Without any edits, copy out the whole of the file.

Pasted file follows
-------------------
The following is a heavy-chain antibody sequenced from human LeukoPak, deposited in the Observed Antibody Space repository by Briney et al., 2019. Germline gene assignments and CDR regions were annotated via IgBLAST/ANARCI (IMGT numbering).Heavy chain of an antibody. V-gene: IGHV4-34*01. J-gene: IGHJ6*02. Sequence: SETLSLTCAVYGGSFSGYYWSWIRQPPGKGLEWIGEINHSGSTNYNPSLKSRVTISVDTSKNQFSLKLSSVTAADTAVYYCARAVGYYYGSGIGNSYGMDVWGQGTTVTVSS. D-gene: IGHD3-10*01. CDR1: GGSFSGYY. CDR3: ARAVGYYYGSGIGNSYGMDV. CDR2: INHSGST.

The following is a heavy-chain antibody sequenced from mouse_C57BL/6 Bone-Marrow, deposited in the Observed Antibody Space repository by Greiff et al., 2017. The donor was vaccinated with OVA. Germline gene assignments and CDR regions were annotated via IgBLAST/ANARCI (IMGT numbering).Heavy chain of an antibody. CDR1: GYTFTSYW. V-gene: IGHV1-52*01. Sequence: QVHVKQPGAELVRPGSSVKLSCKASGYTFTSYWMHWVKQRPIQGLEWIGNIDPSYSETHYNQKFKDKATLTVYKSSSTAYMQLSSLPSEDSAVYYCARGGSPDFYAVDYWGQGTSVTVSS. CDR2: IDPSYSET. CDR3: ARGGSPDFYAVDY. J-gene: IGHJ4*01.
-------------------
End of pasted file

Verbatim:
The following is a heavy-chain antibody sequenced from human LeukoPak, deposited in the Observed Antibody Space repository by Briney et al., 2019. Germline gene assignments and CDR regions were annotated via IgBLAST/ANARCI (IMGT numbering).Heavy chain of an antibody. V-gene: IGHV4-34*01. J-gene: IGHJ6*02. Sequence: SETLSLTCAVYGGSFSGYYWSWIRQPPGKGLEWIGEINHSGSTNYNPSLKSRVTISVDTSKNQFSLKLSSVTAADTAVYYCARAVGYYYGSGIGNSYGMDVWGQGTTVTVSS. D-gene: IGHD3-10*01. CDR1: GGSFSGYY. CDR3: ARAVGYYYGSGIGNSYGMDV. CDR2: INHSGST.

The following is a heavy-chain antibody sequenced from mouse_C57BL/6 Bone-Marrow, deposited in the Observed Antibody Space repository by Greiff et al., 2017. The donor was vaccinated with OVA. Germline gene assignments and CDR regions were annotated via IgBLAST/ANARCI (IMGT numbering).Heavy chain of an antibody. CDR1: GYTFTSYW. V-gene: IGHV1-52*01. Sequence: QVHVKQPGAELVRPGSSVKLSCKASGYTFTSYWMHWVKQRPIQGLEWIGNIDPSYSETHYNQKFKDKATLTVYKSSSTAYMQLSSLPSEDSAVYYCARGGSPDFYAVDYWGQGTSVTVSS. CDR2: IDPSYSET. CDR3: ARGGSPDFYAVDY. J-gene: IGHJ4*01.